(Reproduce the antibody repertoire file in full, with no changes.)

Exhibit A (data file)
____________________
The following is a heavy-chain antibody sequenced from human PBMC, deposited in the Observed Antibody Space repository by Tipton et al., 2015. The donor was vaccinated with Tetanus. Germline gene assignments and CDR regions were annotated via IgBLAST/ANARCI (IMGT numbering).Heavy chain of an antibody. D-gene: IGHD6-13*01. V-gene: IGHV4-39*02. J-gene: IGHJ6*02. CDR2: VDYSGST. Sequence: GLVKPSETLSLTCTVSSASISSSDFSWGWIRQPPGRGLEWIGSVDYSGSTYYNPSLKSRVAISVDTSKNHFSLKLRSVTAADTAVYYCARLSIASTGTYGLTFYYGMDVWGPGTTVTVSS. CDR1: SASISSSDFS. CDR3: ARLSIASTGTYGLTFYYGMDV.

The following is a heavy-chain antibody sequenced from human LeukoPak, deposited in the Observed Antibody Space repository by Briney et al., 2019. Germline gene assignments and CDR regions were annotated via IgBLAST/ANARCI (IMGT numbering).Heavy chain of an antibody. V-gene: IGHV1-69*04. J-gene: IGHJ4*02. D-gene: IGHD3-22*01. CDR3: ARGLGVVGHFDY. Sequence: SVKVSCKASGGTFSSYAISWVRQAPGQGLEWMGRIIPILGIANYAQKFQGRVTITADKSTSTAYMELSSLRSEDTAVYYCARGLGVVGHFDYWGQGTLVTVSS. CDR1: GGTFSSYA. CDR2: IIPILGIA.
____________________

The following is a heavy-chain antibody sequenced from human PBMC, deposited in the Observed Antibody Space repository by Tipton et al., 2015. The donor was vaccinated with Tetanus. Germline gene assignments and CDR regions were annotated via IgBLAST/ANARCI (IMGT numbering).Heavy chain of an antibody. D-gene: IGHD6-13*01. V-gene: IGHV4-39*02. J-gene: IGHJ6*02. CDR2: VDYSGST. Sequence: GLVKPSETLSLTCTVSSASISSSDFSWGWIRQPPGRGLEWIGSVDYSGSTYYNPSLKSRVAISVDTSKNHFSLKLRSVTAADTAVYYCARLSIASTGTYGLTFYYGMDVWGPGTTVTVSS. CDR1: SASISSSDFS. CDR3: ARLSIASTGTYGLTFYYGMDV.

The following is a heavy-chain antibody sequenced from human LeukoPak, deposited in the Observed Antibody Space repository by Briney et al., 2019. Germline gene assignments and CDR regions were annotated via IgBLAST/ANARCI (IMGT numbering).Heavy chain of an antibody. V-gene: IGHV1-69*04. J-gene: IGHJ4*02. D-gene: IGHD3-22*01. CDR3: ARGLGVVGHFDY. Sequence: SVKVSCKASGGTFSSYAISWVRQAPGQGLEWMGRIIPILGIANYAQKFQGRVTITADKSTSTAYMELSSLRSEDTAVYYCARGLGVVGHFDYWGQGTLVTVSS. CDR1: GGTFSSYA. CDR2: IIPILGIA.